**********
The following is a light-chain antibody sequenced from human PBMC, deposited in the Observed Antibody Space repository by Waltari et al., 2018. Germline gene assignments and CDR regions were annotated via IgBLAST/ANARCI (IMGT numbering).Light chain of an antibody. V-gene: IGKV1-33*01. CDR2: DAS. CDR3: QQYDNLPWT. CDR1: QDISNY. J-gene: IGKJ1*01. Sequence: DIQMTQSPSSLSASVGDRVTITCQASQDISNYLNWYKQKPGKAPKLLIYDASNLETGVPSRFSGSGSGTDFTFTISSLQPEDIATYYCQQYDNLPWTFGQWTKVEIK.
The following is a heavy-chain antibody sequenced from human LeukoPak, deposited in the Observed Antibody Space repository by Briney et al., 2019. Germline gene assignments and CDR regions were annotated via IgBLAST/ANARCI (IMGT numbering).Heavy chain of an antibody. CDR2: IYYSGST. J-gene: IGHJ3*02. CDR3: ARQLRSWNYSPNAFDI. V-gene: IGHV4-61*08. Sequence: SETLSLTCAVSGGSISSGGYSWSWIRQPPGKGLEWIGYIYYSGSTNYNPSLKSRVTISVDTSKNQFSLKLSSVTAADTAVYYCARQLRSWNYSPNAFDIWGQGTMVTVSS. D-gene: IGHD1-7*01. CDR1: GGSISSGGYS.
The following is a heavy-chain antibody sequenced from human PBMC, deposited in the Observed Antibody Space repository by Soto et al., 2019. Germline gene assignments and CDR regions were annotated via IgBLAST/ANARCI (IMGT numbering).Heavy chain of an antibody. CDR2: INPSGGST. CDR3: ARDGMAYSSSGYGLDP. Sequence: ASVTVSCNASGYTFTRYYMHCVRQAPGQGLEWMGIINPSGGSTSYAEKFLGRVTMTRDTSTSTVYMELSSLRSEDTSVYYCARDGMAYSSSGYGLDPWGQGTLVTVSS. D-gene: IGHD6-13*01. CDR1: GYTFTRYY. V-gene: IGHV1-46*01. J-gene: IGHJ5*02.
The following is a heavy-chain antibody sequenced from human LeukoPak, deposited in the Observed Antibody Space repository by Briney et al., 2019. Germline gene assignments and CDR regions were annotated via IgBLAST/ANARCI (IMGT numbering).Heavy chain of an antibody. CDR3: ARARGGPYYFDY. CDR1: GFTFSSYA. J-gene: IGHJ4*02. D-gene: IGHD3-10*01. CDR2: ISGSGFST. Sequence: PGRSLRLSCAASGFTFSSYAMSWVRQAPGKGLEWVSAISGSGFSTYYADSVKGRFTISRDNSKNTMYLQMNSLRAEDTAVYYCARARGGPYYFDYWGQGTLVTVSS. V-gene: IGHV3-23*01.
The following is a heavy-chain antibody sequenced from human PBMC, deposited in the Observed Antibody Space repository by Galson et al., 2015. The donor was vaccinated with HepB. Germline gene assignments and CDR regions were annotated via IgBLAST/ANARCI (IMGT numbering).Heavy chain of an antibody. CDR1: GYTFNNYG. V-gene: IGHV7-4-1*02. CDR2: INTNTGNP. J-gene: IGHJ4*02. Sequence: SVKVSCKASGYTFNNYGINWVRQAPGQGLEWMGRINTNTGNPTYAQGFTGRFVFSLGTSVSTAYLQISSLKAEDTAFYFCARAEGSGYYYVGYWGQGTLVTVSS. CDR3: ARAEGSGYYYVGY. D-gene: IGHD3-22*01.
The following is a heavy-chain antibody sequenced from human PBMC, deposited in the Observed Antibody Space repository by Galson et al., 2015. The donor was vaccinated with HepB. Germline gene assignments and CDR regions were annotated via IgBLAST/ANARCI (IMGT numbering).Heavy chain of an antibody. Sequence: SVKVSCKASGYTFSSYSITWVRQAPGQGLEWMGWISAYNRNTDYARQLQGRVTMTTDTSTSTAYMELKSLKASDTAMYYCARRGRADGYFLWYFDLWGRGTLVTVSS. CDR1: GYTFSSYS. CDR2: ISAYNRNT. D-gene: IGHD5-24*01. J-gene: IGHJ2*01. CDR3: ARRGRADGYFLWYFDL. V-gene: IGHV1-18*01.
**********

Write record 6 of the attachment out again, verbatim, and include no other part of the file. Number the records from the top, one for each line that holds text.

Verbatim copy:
The following is a heavy-chain antibody sequenced from human PBMC, deposited in the Observed Antibody Space repository by Galson et al., 2015. The donor was vaccinated with HepB. Germline gene assignments and CDR regions were annotated via IgBLAST/ANARCI (IMGT numbering).Heavy chain of an antibody. Sequence: SVKVSCKASGYTFSSYSITWVRQAPGQGLEWMGWISAYNRNTDYARQLQGRVTMTTDTSTSTAYMELKSLKASDTAMYYCARRGRADGYFLWYFDLWGRGTLVTVSS. CDR1: GYTFSSYS. CDR2: ISAYNRNT. D-gene: IGHD5-24*01. J-gene: IGHJ2*01. CDR3: ARRGRADGYFLWYFDL. V-gene: IGHV1-18*01.